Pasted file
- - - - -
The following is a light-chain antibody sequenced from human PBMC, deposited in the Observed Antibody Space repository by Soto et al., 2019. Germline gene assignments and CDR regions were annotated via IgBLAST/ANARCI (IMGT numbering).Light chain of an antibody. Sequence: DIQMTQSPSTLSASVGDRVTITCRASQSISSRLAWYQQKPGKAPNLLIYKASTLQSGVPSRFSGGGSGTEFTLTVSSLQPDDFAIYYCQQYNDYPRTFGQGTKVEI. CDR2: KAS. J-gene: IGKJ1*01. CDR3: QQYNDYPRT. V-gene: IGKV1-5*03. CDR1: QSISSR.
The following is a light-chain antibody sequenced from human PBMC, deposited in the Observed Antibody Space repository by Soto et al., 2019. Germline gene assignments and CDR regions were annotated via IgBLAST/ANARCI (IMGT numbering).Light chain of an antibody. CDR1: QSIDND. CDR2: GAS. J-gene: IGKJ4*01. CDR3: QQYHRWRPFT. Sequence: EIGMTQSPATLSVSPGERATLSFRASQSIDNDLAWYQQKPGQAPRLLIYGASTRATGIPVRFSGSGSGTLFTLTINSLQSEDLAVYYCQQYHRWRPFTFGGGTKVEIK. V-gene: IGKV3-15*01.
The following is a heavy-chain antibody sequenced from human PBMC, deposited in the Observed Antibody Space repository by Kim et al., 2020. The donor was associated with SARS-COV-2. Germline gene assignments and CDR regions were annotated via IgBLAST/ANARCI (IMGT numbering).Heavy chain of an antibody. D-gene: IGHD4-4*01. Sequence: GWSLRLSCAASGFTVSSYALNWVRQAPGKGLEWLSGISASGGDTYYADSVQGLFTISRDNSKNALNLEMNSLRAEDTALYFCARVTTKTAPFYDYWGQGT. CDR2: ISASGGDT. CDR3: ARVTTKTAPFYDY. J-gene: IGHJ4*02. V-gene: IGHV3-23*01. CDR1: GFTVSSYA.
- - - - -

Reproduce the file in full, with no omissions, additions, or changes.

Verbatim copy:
The following is a light-chain antibody sequenced from human PBMC, deposited in the Observed Antibody Space repository by Soto et al., 2019. Germline gene assignments and CDR regions were annotated via IgBLAST/ANARCI (IMGT numbering).Light chain of an antibody. Sequence: DIQMTQSPSTLSASVGDRVTITCRASQSISSRLAWYQQKPGKAPNLLIYKASTLQSGVPSRFSGGGSGTEFTLTVSSLQPDDFAIYYCQQYNDYPRTFGQGTKVEI. CDR2: KAS. J-gene: IGKJ1*01. CDR3: QQYNDYPRT. V-gene: IGKV1-5*03. CDR1: QSISSR.
The following is a light-chain antibody sequenced from human PBMC, deposited in the Observed Antibody Space repository by Soto et al., 2019. Germline gene assignments and CDR regions were annotated via IgBLAST/ANARCI (IMGT numbering).Light chain of an antibody. CDR1: QSIDND. CDR2: GAS. J-gene: IGKJ4*01. CDR3: QQYHRWRPFT. Sequence: EIGMTQSPATLSVSPGERATLSFRASQSIDNDLAWYQQKPGQAPRLLIYGASTRATGIPVRFSGSGSGTLFTLTINSLQSEDLAVYYCQQYHRWRPFTFGGGTKVEIK. V-gene: IGKV3-15*01.
The following is a heavy-chain antibody sequenced from human PBMC, deposited in the Observed Antibody Space repository by Kim et al., 2020. The donor was associated with SARS-COV-2. Germline gene assignments and CDR regions were annotated via IgBLAST/ANARCI (IMGT numbering).Heavy chain of an antibody. D-gene: IGHD4-4*01. Sequence: GWSLRLSCAASGFTVSSYALNWVRQAPGKGLEWLSGISASGGDTYYADSVQGLFTISRDNSKNALNLEMNSLRAEDTALYFCARVTTKTAPFYDYWGQGT. CDR2: ISASGGDT. CDR3: ARVTTKTAPFYDY. J-gene: IGHJ4*02. V-gene: IGHV3-23*01. CDR1: GFTVSSYA.